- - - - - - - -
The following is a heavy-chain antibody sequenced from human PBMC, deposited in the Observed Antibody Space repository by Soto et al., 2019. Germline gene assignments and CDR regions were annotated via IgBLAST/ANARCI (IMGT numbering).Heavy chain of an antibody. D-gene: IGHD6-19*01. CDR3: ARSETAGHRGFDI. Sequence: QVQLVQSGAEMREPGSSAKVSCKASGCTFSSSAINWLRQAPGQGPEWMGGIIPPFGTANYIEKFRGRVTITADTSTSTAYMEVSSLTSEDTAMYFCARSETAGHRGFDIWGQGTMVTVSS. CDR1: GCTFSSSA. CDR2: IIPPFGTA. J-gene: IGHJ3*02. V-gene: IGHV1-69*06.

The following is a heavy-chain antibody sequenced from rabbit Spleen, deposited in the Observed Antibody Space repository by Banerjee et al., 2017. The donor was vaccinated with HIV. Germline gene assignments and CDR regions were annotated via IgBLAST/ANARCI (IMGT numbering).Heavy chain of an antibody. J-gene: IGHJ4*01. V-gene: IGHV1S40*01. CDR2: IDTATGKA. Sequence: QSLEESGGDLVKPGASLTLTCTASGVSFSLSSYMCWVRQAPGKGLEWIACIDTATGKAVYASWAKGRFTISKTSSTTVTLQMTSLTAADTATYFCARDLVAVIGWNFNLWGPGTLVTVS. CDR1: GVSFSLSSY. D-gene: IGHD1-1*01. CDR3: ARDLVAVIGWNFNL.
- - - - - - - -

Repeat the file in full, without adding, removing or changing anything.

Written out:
The following is a heavy-chain antibody sequenced from human PBMC, deposited in the Observed Antibody Space repository by Soto et al., 2019. Germline gene assignments and CDR regions were annotated via IgBLAST/ANARCI (IMGT numbering).Heavy chain of an antibody. D-gene: IGHD6-19*01. CDR3: ARSETAGHRGFDI. Sequence: QVQLVQSGAEMREPGSSAKVSCKASGCTFSSSAINWLRQAPGQGPEWMGGIIPPFGTANYIEKFRGRVTITADTSTSTAYMEVSSLTSEDTAMYFCARSETAGHRGFDIWGQGTMVTVSS. CDR1: GCTFSSSA. CDR2: IIPPFGTA. J-gene: IGHJ3*02. V-gene: IGHV1-69*06.

The following is a heavy-chain antibody sequenced from rabbit Spleen, deposited in the Observed Antibody Space repository by Banerjee et al., 2017. The donor was vaccinated with HIV. Germline gene assignments and CDR regions were annotated via IgBLAST/ANARCI (IMGT numbering).Heavy chain of an antibody. J-gene: IGHJ4*01. V-gene: IGHV1S40*01. CDR2: IDTATGKA. Sequence: QSLEESGGDLVKPGASLTLTCTASGVSFSLSSYMCWVRQAPGKGLEWIACIDTATGKAVYASWAKGRFTISKTSSTTVTLQMTSLTAADTATYFCARDLVAVIGWNFNLWGPGTLVTVS. CDR1: GVSFSLSSY. D-gene: IGHD1-1*01. CDR3: ARDLVAVIGWNFNL.